Long Island wages continue a slight downward trend, while converging with U.S. wages which have risen slightly since the recession. U.S. average pay is on a par with Long Island in first the quarter of 2014.
Why is this important?
Average pay per employee is a basic measure of the economy’s health. Increasing or decreasing inflation-adjusted pay per employee reflects the relative economic vitality of Long Island. It does not, however, assess whether the returns of economic activity are being distributed equally throughout the workforce
How are we doing?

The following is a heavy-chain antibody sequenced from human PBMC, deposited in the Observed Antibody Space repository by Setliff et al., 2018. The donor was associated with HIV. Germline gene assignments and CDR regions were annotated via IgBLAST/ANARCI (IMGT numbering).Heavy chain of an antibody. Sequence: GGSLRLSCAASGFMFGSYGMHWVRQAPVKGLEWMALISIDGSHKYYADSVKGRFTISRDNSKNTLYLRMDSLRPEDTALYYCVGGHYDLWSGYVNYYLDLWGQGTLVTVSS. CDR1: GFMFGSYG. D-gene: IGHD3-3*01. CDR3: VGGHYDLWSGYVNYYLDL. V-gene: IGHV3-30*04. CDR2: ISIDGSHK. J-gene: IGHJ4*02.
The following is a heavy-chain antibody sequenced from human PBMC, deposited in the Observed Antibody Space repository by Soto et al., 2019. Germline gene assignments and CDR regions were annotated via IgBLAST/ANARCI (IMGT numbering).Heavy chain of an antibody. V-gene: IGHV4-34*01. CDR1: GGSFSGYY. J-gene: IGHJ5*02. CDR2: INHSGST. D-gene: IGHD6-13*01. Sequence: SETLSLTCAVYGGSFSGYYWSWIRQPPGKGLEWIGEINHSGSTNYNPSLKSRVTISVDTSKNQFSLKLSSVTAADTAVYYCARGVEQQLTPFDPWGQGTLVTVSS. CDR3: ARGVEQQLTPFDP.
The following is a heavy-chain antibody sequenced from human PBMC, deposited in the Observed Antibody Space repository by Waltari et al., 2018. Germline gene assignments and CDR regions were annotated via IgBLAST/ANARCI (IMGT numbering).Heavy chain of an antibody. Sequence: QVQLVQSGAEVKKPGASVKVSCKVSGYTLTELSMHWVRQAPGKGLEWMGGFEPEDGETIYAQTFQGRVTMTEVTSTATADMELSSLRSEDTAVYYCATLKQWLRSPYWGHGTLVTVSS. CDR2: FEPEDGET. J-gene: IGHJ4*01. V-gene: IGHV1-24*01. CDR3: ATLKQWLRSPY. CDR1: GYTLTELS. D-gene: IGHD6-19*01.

In constant 2013 dollars, pay per employee on Long Island has declined slightly since 2010 (a 3.2% decrease). For the ten years beginning in 2005, average pay was actually lower in the first quarter of 2014 than at the start of the period. In the same 10 years the national average has seen an 8.3% growth in pay per employee. As a consequence, Long Island’s wage advantage over the rest of the nation has disappeared. In 2005, Long Island’s pay per employee was 9.3% higher than the national average, while in 2014, the advantage was less than one percent higher. Given that Long Island is a “high cost” region, the convergence with national income levels does not reflect well on the ability of Long Islanders to maintain living standards.